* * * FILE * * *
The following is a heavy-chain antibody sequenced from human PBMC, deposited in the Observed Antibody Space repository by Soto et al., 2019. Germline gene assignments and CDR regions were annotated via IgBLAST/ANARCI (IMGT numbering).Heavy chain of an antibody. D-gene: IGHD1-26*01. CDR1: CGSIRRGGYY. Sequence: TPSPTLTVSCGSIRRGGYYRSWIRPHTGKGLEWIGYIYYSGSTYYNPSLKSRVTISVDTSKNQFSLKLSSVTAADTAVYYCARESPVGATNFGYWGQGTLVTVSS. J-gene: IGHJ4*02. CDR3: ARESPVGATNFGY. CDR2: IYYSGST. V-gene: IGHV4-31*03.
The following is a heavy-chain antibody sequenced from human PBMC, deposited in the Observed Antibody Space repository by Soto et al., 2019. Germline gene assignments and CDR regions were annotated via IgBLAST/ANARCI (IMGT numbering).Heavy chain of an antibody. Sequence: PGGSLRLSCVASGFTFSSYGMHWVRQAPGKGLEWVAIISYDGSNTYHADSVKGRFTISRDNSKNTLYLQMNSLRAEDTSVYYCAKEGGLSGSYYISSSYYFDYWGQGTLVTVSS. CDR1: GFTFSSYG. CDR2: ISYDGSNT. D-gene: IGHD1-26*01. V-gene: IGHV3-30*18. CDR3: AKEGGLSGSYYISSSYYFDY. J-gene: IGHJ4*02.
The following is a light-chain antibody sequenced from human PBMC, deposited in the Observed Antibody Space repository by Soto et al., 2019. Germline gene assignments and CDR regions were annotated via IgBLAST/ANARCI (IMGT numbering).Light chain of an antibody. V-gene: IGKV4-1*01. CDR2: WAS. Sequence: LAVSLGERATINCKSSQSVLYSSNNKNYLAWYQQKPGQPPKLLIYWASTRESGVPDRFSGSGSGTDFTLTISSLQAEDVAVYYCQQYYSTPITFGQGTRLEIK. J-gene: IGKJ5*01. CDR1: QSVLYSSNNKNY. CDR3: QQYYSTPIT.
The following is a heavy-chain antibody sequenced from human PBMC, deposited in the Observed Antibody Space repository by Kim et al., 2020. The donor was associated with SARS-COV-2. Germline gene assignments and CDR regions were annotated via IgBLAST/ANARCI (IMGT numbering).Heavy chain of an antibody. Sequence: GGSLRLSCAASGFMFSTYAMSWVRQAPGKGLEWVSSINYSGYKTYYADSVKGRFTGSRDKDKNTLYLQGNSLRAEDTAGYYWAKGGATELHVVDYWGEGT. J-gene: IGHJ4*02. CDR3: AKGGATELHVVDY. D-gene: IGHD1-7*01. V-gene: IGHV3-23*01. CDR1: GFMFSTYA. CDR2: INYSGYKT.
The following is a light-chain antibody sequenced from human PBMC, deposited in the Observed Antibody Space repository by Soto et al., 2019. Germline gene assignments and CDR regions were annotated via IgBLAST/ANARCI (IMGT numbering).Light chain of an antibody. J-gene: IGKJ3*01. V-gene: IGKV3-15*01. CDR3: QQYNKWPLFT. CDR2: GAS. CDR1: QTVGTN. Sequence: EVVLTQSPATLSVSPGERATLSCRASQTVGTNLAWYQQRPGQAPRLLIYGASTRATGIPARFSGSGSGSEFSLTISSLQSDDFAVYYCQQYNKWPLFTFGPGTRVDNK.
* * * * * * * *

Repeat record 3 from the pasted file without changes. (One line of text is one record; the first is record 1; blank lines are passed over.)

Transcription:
The following is a light-chain antibody sequenced from human PBMC, deposited in the Observed Antibody Space repository by Soto et al., 2019. Germline gene assignments and CDR regions were annotated via IgBLAST/ANARCI (IMGT numbering).Light chain of an antibody. V-gene: IGKV4-1*01. CDR2: WAS. Sequence: LAVSLGERATINCKSSQSVLYSSNNKNYLAWYQQKPGQPPKLLIYWASTRESGVPDRFSGSGSGTDFTLTISSLQAEDVAVYYCQQYYSTPITFGQGTRLEIK. J-gene: IGKJ5*01. CDR1: QSVLYSSNNKNY. CDR3: QQYYSTPIT.